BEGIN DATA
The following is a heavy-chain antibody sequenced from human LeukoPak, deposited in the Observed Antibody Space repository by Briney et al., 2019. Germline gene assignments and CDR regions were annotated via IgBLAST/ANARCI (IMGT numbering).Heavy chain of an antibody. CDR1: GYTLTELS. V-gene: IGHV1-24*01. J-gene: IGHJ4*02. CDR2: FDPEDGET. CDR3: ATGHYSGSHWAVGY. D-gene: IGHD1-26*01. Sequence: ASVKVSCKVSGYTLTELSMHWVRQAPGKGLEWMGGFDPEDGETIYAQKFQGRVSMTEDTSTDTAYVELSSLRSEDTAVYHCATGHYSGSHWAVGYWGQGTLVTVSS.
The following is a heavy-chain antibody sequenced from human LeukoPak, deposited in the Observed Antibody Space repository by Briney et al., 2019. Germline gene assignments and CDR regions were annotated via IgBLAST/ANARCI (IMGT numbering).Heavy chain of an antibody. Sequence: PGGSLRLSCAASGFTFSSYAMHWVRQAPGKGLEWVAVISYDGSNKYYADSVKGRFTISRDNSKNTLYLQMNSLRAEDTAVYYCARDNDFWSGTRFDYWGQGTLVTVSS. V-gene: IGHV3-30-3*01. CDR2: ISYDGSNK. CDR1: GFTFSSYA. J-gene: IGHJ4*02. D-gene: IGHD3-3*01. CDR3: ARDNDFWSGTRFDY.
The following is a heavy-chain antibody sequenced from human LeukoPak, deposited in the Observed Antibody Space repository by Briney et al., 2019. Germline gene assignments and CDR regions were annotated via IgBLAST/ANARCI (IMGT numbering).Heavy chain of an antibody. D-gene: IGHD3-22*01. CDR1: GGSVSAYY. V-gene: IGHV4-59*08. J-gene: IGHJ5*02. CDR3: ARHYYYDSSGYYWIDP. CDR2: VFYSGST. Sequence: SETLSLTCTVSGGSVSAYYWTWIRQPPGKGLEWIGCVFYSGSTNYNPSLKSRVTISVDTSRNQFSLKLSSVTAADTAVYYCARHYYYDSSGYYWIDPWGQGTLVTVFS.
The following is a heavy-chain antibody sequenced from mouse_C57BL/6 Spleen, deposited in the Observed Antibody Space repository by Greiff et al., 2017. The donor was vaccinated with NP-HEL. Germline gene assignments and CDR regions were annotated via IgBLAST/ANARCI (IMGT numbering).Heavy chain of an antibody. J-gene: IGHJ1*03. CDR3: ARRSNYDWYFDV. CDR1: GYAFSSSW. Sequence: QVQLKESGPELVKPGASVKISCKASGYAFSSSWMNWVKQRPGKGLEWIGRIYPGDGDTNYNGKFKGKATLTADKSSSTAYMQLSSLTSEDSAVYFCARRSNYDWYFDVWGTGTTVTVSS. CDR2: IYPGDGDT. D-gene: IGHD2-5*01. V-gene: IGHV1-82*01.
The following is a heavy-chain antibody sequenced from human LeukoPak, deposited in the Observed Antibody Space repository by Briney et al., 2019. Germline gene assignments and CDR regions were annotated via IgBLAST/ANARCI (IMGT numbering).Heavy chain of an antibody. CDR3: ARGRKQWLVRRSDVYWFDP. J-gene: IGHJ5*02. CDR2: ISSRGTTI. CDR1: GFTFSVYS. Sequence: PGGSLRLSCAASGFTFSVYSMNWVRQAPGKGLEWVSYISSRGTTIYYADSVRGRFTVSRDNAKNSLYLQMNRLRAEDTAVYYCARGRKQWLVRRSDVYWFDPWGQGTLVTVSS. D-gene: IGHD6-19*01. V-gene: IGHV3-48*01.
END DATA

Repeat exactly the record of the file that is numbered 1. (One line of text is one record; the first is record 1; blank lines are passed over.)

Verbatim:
The following is a heavy-chain antibody sequenced from human LeukoPak, deposited in the Observed Antibody Space repository by Briney et al., 2019. Germline gene assignments and CDR regions were annotated via IgBLAST/ANARCI (IMGT numbering).Heavy chain of an antibody. CDR1: GYTLTELS. V-gene: IGHV1-24*01. J-gene: IGHJ4*02. CDR2: FDPEDGET. CDR3: ATGHYSGSHWAVGY. D-gene: IGHD1-26*01. Sequence: ASVKVSCKVSGYTLTELSMHWVRQAPGKGLEWMGGFDPEDGETIYAQKFQGRVSMTEDTSTDTAYVELSSLRSEDTAVYHCATGHYSGSHWAVGYWGQGTLVTVSS.